Chef Miguel Trinidad demonstrates the two dishes in this week’s episode of Chefs at Home.

Following Caroline Schiff’s latke demonstration last week, this week’s episode of Chefs at Home features chef Miguel Trinidad, who’s preparing two Dominican holiday dishes—pernil and pasteles. The executive chef and owner of 99th Floor prepares the pernil first, and then, shreds some of it for pasteles, which he says are “very similar to tamales.” Read on for his step-by-step method and follow along with the video above. 

First Up: Pernil

For his pernil, Trinidad uses a pork leg—about five to six pounds—which he pricks with a knife so the marinade can penetrate the meat. You can make the marinade in either a food processor or mortar and pestle, and you’ll need the following ingredients: vinegar, olive oil, 15 cloves of garlic, and Dominican oregano (which “gives off a nuttier flavor to the meat”). Mix it to form a loose paste, and rub it all over the meat. Then, let it marinate for “at least 72 hours.”

When it’s time to cook the meat, you’ll want to bake it at 325°F for two hours skin-side down, and then, flip and bake it for another two and a half hours. The end result, as Trinidad demonstrates, is incredibly tender and juicy. He lets the meat cool before shredding some to make the next dish, the pasteles.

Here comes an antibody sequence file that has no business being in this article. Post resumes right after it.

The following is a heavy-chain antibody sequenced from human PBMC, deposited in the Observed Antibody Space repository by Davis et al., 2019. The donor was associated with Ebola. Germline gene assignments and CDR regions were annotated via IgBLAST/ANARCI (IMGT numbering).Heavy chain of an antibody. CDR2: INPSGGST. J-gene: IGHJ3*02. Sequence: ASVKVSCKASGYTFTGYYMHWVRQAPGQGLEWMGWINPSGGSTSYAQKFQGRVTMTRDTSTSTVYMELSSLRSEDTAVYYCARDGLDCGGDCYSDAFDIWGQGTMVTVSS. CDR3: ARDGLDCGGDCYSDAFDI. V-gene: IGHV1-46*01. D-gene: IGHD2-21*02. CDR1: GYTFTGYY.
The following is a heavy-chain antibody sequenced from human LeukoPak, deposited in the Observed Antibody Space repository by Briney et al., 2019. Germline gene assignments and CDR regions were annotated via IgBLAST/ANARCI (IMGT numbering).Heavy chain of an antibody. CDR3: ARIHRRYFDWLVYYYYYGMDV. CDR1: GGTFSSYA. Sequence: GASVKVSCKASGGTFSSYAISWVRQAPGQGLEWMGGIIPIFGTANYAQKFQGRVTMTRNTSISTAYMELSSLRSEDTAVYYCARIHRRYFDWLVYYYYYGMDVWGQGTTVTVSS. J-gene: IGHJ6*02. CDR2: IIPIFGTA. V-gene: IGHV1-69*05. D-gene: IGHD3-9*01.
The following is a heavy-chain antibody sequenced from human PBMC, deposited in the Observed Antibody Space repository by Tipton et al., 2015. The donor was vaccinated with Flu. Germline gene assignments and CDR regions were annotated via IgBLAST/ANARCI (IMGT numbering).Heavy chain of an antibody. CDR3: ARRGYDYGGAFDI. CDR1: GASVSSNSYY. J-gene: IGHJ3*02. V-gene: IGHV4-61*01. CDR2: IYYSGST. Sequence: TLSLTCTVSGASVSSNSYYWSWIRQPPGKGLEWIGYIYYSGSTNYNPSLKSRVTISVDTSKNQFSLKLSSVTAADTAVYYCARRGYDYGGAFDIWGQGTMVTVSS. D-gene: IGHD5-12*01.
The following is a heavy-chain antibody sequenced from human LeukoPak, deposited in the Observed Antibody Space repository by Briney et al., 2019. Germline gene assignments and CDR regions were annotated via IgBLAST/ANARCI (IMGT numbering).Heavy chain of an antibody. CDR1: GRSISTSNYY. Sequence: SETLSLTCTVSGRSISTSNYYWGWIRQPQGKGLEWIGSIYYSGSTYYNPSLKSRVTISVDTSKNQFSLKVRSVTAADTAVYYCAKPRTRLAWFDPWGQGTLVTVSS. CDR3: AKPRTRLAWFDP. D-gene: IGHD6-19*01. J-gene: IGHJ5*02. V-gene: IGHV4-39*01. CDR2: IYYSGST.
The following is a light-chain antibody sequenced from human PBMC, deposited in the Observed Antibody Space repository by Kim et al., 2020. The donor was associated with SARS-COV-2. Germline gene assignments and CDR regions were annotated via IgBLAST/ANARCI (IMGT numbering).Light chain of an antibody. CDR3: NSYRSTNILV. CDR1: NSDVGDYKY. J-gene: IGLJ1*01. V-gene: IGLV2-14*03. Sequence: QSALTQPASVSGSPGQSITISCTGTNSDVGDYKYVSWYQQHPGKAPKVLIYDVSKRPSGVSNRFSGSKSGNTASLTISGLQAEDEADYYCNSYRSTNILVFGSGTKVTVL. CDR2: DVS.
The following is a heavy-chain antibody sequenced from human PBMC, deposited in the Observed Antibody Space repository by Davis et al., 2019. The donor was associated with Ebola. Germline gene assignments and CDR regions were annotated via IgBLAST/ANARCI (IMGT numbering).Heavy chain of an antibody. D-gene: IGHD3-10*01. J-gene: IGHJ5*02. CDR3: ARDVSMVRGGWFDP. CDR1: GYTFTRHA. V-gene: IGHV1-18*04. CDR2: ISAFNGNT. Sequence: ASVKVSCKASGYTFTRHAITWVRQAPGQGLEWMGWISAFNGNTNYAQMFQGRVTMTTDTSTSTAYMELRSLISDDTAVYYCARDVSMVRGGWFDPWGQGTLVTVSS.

How to Make Pasteles

The masa for these pasteles is made with a mix of grated green plantains, yautia, and kabocha squash. (Masa for tamales, on the other hand, is made from nixtamalized corn.) Mix them together in a bowl, and then add garlic powder, Spanish paprika, onion powder, salt, Dominican oregano, and pepper, as well as annatto oil, which Trinidad says will “give it a slight nuttiness” and is “quintessential to Dominican pasteles.”

Although these are traditionally wrapped with banana leaves and then parchment paper, if you can’t find the leaves, you can wrap them in just parchment paper, as Trinidad does in this video. He recommends using 11-by-14-inch or 11-by-16-inch sheets, which will leave room for folding. Add in four tablespoons of masa in the center of the paper and pat the mixture down, and then, add some of the shredded pernil on top. Then add another two tablespoons of masa to cover it. Trinidad then demonstrates how to wrap the tamales up in the parchment paper (use a tri-fold technique) and tie them with butchers’ twine—make sure they’re tightly wrapped, so the filling doesn’t leak out.

The pasteles go into boiling water for an hour, and then, they’re ready to go. “You can finish it off any way that you like,” Trinidad says, and he suggests a little salt and Tabasco as an example.

“It’s Christmas, it’s the holidays,” he says. “Whenever you pop open a pastele, it’s like opening up a little gift.”

Come back next Monday, December 28 for our next episode of Chefs at Home featuring Diep Tran.